OUR

POSTS

The regulator issued a stern warning to South African banks

Last week, the Prudential Authority of the South African Reserve Bank published their 2021 report which indicated that South African (SA) banks are at high risk of being used for money laundering and the funding of terrorist activities. The report suggested that this was fuelled by a cash-driven economy and easy access to overseas lenders.


This can result in criminals using generic methods to deposit large amounts of cash for example automated teller machines where funds can be deposited without having to reveal the source of the funds or producing details regarding the depositor. The report further stated that the country’s top five banks are exposed to the highest risk because they hold 89% of all assets in the banking sector due to their large pool of clients. According to the regulator, the larger banks provide an extensive range of high-volume, complex products and services as well as quick transacting to both local and international clients, which could attract a lot of clients.


The fundamental aspects of Know your Customer (KYC)


The report also highlighted that in many instances, the banks did not have all the required information about their clients. In fact, the report stated that one of the large banks admitted to having 8 388 clients with unverified or unknown citizenship. Another large bank disclosed that they have a total of 1 782 clients with unknown countries of incorporation. Also, with the expansion of digital onboarding in recent years, the source of funds/wealth from clients are largely anonymous.


The report further identified increasing levels of risk that are linked to foreign-owned banks with branches in South Africa. Although these banks offer fewer products and services compared to local banks, they might be exposed to a limited number of high-risk clients that are linked to cross-border transactions.


Another troubling aspect of the report included the fact that the larger banks tend to have many influential, and high-net worth clients that are often associated with complicated banking behaviour. This involves clients with complex company structures that could obstruct the true beneficial ownership of funds, which increases the level of difficulty to flag possible money laundering and the funding of terrorist activities, and therefore present a higher level of risk.


Specific threats and vulnerabilities


According to an article on Businesstech.co.za, the regulator’s report mentioned specific threats and vulnerabilities across the SA-banking sector which include:


Threats

  • Fraud, bribery, and corruption.

  • Illegal investment scams (Ponzi/pyramid).

  • Environmental crimes.

  • Tax-related offences or crimes.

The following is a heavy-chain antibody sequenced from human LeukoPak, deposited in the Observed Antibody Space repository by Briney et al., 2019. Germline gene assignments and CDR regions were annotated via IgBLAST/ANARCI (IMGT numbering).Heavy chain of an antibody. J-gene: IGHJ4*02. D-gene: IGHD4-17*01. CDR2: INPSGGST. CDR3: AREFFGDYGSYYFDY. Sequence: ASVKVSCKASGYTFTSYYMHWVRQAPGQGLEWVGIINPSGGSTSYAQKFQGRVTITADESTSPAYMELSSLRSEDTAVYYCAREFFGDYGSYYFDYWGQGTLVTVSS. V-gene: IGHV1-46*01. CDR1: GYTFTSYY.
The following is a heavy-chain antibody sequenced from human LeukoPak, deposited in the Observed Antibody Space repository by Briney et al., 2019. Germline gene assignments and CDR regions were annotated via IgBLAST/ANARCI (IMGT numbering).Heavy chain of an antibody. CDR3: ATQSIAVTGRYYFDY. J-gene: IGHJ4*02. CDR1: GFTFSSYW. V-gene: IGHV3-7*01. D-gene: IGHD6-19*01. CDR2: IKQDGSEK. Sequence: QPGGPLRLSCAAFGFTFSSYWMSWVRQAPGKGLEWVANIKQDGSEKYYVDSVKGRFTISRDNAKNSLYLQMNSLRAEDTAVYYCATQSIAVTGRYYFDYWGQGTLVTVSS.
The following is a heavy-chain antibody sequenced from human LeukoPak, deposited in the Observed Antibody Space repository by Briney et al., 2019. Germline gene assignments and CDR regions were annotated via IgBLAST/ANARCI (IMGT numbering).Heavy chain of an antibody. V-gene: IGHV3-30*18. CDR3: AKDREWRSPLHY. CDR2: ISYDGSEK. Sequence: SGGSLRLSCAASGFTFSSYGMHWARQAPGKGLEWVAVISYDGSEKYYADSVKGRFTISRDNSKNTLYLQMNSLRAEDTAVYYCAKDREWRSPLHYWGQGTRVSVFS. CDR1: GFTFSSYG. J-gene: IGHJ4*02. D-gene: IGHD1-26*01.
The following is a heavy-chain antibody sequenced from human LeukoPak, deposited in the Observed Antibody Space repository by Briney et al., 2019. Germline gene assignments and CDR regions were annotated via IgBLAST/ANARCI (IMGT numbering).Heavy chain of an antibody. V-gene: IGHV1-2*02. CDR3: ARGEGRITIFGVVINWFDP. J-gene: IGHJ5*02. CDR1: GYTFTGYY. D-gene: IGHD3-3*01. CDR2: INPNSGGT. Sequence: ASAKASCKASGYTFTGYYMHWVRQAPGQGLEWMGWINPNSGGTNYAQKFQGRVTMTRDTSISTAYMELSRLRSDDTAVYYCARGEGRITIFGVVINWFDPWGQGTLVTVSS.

• Illicit cross-border flows.

  • Criminals using money mules.

  • Drug trafficking and human trafficking; and

  • Cybercrime, including emerging technologies that may be used to commit crimes.


Vulnerabilities

  • An inability to identify domestic prominent influential persons (DPIPs).

  • The inability of banks to obtain beneficial ownership information.

  • The misuse of trade products and related services such as advanced payments.

  • The identification of cryptocurrencies and exchanges (as client types).

  • Non-face-to-face client onboarding and interactions.

  • Products that allow large volumes of cash deposits.

  • The lack of a single client view across a bank when a client has multiple business relationships or accounts with different business units within the same bank; and

  • Data issues, including misalignment, inaccuracies, and integrity of data.


The Financial Action Task Force (FATF) has flagged South Africa as scoring poorly in all eleven of the FATF’s effective measures to combat money laundering and the financing of terrorism. As a result, SA has been notified of being at risk to be placed on the grey list of countries that do not comply with requirements. The South African Reserve Bank has issued subsequent warnings and indicated that being grey listed could have significant implications for the country’s financial system. According to the mentioned article, South Africa will be notified in February 2023 whether the FATF will place it on the grey list.


Expert assistance


The SA regulator’s report calls on banks to implement comprehensive policies and controls that can rely on experienced and capable operational resources and to also have effective systems and processes in place; but this can be very time consuming and costly for banks.


This is where the Lysis Group can make a real difference because since 2001, we have established ourselves as global leaders in the field of financial crime (FC) compliance. We deliver a unique and cost-effective combination of superior service offerings across the full spectrum of financial crime compliance including client onboarding, screening alert support, Know Your Customer (KYC) remediation, transaction monitoring remediation and our award-winning managed services.



20 views